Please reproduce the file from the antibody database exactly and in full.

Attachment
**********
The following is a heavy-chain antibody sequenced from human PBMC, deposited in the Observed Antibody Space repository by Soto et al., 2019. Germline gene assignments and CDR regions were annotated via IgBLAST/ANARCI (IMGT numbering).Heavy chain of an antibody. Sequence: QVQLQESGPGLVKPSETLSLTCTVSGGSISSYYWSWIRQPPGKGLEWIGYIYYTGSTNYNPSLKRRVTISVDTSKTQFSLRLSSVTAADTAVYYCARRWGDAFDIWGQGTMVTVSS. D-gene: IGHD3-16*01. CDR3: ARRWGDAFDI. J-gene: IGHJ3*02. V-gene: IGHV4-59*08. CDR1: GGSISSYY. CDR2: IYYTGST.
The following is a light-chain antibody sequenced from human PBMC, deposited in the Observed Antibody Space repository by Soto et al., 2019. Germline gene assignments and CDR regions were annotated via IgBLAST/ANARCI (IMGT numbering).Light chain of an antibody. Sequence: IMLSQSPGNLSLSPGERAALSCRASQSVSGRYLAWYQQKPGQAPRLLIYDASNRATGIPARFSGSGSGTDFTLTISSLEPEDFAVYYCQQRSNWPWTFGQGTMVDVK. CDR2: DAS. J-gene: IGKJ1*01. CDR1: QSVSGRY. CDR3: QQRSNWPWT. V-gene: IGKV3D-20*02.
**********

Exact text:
The following is a heavy-chain antibody sequenced from human PBMC, deposited in the Observed Antibody Space repository by Soto et al., 2019. Germline gene assignments and CDR regions were annotated via IgBLAST/ANARCI (IMGT numbering).Heavy chain of an antibody. Sequence: QVQLQESGPGLVKPSETLSLTCTVSGGSISSYYWSWIRQPPGKGLEWIGYIYYTGSTNYNPSLKRRVTISVDTSKTQFSLRLSSVTAADTAVYYCARRWGDAFDIWGQGTMVTVSS. D-gene: IGHD3-16*01. CDR3: ARRWGDAFDI. J-gene: IGHJ3*02. V-gene: IGHV4-59*08. CDR1: GGSISSYY. CDR2: IYYTGST.
The following is a light-chain antibody sequenced from human PBMC, deposited in the Observed Antibody Space repository by Soto et al., 2019. Germline gene assignments and CDR regions were annotated via IgBLAST/ANARCI (IMGT numbering).Light chain of an antibody. Sequence: IMLSQSPGNLSLSPGERAALSCRASQSVSGRYLAWYQQKPGQAPRLLIYDASNRATGIPARFSGSGSGTDFTLTISSLEPEDFAVYYCQQRSNWPWTFGQGTMVDVK. CDR2: DAS. J-gene: IGKJ1*01. CDR1: QSVSGRY. CDR3: QQRSNWPWT. V-gene: IGKV3D-20*02.